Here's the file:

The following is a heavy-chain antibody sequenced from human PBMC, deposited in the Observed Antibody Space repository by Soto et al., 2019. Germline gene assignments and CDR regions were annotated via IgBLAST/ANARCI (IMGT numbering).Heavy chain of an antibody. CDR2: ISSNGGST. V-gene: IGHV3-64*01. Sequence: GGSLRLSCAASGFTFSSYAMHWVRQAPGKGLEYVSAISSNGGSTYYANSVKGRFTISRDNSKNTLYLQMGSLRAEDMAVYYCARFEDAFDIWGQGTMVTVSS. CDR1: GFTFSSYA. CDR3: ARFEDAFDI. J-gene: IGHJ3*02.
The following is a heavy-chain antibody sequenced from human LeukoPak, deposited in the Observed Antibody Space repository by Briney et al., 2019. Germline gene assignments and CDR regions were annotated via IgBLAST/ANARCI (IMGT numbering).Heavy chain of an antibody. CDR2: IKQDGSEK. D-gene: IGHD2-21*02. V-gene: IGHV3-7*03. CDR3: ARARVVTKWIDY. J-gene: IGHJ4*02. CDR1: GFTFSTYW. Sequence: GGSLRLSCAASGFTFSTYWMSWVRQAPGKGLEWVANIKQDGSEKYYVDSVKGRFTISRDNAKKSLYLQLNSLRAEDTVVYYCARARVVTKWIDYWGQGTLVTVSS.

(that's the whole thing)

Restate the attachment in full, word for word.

The following is a heavy-chain antibody sequenced from human PBMC, deposited in the Observed Antibody Space repository by Soto et al., 2019. Germline gene assignments and CDR regions were annotated via IgBLAST/ANARCI (IMGT numbering).Heavy chain of an antibody. CDR2: ISSNGGST. V-gene: IGHV3-64*01. Sequence: GGSLRLSCAASGFTFSSYAMHWVRQAPGKGLEYVSAISSNGGSTYYANSVKGRFTISRDNSKNTLYLQMGSLRAEDMAVYYCARFEDAFDIWGQGTMVTVSS. CDR1: GFTFSSYA. CDR3: ARFEDAFDI. J-gene: IGHJ3*02.
The following is a heavy-chain antibody sequenced from human LeukoPak, deposited in the Observed Antibody Space repository by Briney et al., 2019. Germline gene assignments and CDR regions were annotated via IgBLAST/ANARCI (IMGT numbering).Heavy chain of an antibody. CDR2: IKQDGSEK. D-gene: IGHD2-21*02. V-gene: IGHV3-7*03. CDR3: ARARVVTKWIDY. J-gene: IGHJ4*02. CDR1: GFTFSTYW. Sequence: GGSLRLSCAASGFTFSTYWMSWVRQAPGKGLEWVANIKQDGSEKYYVDSVKGRFTISRDNAKKSLYLQLNSLRAEDTVVYYCARARVVTKWIDYWGQGTLVTVSS.